Publication date: May 5th 2015
Genres: Fantasy, Paranormal Romance, Young Adult
A young man ventures to his lost love’s childhood home in the abandoned city of Pripyat, Ukraine. When a sudden accident puts him off-course, he awakes to discover a lively and vibrant culture living in a nearby village and a woman who reignites his heart. But something sinister lurks in the shadows, and he must face the terror and help defend the village from evil before it is lost forever. Go beyond the tragedy of Chernobyl and discover the magic in the City of Roses.
Guest Post: Are you a plotter or a pantser?
I feel like I need to start this with a support meeting quote. “Hi, my name is Donovan, and I’m a recovering pantser.”
I’m an idea guy. Sometimes I’ll walk around the house and blurt out some random, farfetched, and totally non-structured idea. I’ll keep talking about it until I feel like even my cats can’t sleep through my nonsense anymore. Then, I’ll start jotting down ideas in a notebook. Character names. Places. Weapons. Names of cultures. Ship names. Pick my favorites. Once that’s done, I have a journal of convoluted insanity that will one day find itself strewn across a book.
So that’s step one. Easy, right? It’s like writing an org chart based on the back cover blurb. Simple. Cool, let’s move on to step two: writing an outline. Plotting.
Right, so after I ignore that completely I just start writing the book. I try so hard to be a proper plotter, really I do. Look at that journal of insane ramblings that I already put together! Surely, I can just do a chapter-by-chapter outline of events from the start to the—
I just start writing. Sometimes, what I write is just a teaser trailer. I’ll send out a few pages to my friends. It might be an introduction, or chapter one, or never in the book at all, but it establishes the tone. The setting. The hook. If my friends then all threaten me because they want to know what happens next, I have a winner.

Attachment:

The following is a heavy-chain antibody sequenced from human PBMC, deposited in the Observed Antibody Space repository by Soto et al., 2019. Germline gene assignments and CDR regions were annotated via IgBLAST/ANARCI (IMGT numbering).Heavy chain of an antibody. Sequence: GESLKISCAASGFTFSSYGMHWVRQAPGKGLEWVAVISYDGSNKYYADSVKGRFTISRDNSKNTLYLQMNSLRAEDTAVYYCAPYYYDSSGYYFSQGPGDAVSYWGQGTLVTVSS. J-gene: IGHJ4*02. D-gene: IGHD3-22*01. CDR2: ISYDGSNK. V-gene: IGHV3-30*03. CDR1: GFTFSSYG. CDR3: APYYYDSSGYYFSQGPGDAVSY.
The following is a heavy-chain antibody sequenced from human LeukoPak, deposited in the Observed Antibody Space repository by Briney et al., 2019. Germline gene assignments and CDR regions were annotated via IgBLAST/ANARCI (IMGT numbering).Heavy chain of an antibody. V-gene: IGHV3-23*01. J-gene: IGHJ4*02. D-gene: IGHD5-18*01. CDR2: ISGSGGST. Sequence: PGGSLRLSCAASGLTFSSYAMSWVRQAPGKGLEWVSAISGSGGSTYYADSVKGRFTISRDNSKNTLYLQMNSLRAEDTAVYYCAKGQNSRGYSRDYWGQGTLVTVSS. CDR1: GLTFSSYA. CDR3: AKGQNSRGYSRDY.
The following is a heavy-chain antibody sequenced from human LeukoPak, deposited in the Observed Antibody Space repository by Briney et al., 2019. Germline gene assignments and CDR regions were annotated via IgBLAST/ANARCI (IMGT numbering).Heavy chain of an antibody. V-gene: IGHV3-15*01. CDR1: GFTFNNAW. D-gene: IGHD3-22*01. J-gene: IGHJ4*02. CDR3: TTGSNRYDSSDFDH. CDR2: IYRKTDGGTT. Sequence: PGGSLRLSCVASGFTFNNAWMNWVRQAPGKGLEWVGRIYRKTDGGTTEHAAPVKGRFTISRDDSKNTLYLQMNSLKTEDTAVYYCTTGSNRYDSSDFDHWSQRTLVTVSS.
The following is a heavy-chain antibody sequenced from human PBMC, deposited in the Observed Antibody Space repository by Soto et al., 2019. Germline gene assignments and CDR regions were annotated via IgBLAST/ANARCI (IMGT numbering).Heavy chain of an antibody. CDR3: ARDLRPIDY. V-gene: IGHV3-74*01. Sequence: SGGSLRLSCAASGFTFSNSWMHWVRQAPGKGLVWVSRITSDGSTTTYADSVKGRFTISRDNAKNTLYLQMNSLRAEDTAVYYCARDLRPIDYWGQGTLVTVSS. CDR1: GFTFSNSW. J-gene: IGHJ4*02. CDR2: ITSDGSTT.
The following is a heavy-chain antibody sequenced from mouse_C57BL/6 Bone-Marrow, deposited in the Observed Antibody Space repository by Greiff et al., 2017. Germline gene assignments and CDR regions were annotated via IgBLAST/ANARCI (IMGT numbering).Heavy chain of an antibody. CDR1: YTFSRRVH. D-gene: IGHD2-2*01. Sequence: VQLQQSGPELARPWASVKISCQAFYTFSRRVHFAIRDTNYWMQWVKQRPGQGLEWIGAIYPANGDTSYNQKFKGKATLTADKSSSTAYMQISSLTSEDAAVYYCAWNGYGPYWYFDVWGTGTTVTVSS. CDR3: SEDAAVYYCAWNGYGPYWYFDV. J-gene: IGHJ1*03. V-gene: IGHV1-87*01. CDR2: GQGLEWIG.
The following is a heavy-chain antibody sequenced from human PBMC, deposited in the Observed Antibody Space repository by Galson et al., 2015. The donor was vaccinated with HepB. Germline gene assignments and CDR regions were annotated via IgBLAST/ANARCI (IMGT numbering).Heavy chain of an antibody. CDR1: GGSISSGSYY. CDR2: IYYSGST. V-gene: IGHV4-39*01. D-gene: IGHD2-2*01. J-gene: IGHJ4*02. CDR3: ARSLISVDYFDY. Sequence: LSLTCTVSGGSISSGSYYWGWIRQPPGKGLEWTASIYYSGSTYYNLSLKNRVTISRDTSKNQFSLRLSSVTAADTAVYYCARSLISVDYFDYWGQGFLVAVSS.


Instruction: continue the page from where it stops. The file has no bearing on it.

Which brings me to step three, which is really just trying to do step two again.
Keep writing. Use the teaser or don’t. Write the book. See where it goes. Every character has a voice and a personality. They’ll direct me. I’ve heard other writers say this, too, and even though I also let my characters guide my story I could not begin to explain to a sane person how this process actually works. It just does. One of the voices in my head whispers the direction the story will take, and I go there. Good idea, crazy me!
But then something interesting happens, usually once I’m somewhere between a third to a halfway through the book. The epiphany moment where I realize I’m writing an actual story that is in some way, shape, or form going to end up for sale somewhere. Step four, which is really just step three trying to be step two: plotting how this book actually ends.
So, fine. I write an outline. If by that point I’ve written five to ten chapters, I figure out how many are left and write little descriptions for each one. That process, though? That’s just to appease my crumbling writer self-esteem, which by this point in the process has thrown itself beside Wayne and Garth and chanted “we’re not worthy! [to write this book]” at least four times.
It’s not even an outline. Real outlines would be furious with my outlines. “Chapter Six: battle.” That’s my outline. It’s nothing more than a guide so that I can finish the setup, write my hooks, and roll into the next scene. It’s a method to calming my madness so I can write a chapter or two today and nod my head, feeling like I accomplished something. So I can be worthy.
After all that, could I even call myself a plotter? Not faithfully, no. But even though my “outlines” are ridiculously vague placeholders, they lead me in the direction I need to go. They tell me what’s next. Most importantly, they tell me how much is left. My Netflix writing strategy: eighteen chapter episodes in this season. One down, seventeen to go.
And if the end result is an incoherent mess of words resembling English without a clear and logical progression, I get to use the Hollywood line: “whatever, I’ll fix it in editing.”
I probably should have outlined this post before writing it. Ugh, I’m totally a pantser.
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